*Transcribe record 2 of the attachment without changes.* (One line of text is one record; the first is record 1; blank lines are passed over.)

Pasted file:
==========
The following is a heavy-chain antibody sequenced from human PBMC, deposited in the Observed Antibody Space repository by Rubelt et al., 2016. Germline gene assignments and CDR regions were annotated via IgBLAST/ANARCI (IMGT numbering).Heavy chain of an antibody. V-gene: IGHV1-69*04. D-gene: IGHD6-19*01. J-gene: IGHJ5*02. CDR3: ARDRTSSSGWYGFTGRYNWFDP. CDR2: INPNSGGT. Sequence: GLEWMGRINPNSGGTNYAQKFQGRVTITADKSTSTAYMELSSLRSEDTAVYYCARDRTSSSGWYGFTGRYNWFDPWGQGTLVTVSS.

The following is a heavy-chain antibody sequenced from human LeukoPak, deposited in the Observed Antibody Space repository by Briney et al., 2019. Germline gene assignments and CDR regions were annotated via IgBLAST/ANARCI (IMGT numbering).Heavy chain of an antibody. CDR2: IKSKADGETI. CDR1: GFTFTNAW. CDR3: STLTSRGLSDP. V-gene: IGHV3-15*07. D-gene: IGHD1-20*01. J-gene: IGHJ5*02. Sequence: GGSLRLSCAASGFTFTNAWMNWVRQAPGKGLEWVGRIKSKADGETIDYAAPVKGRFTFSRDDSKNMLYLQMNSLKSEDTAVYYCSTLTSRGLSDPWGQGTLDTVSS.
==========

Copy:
The following is a heavy-chain antibody sequenced from human LeukoPak, deposited in the Observed Antibody Space repository by Briney et al., 2019. Germline gene assignments and CDR regions were annotated via IgBLAST/ANARCI (IMGT numbering).Heavy chain of an antibody. CDR2: IKSKADGETI. CDR1: GFTFTNAW. CDR3: STLTSRGLSDP. V-gene: IGHV3-15*07. D-gene: IGHD1-20*01. J-gene: IGHJ5*02. Sequence: GGSLRLSCAASGFTFTNAWMNWVRQAPGKGLEWVGRIKSKADGETIDYAAPVKGRFTFSRDDSKNMLYLQMNSLKSEDTAVYYCSTLTSRGLSDPWGQGTLDTVSS.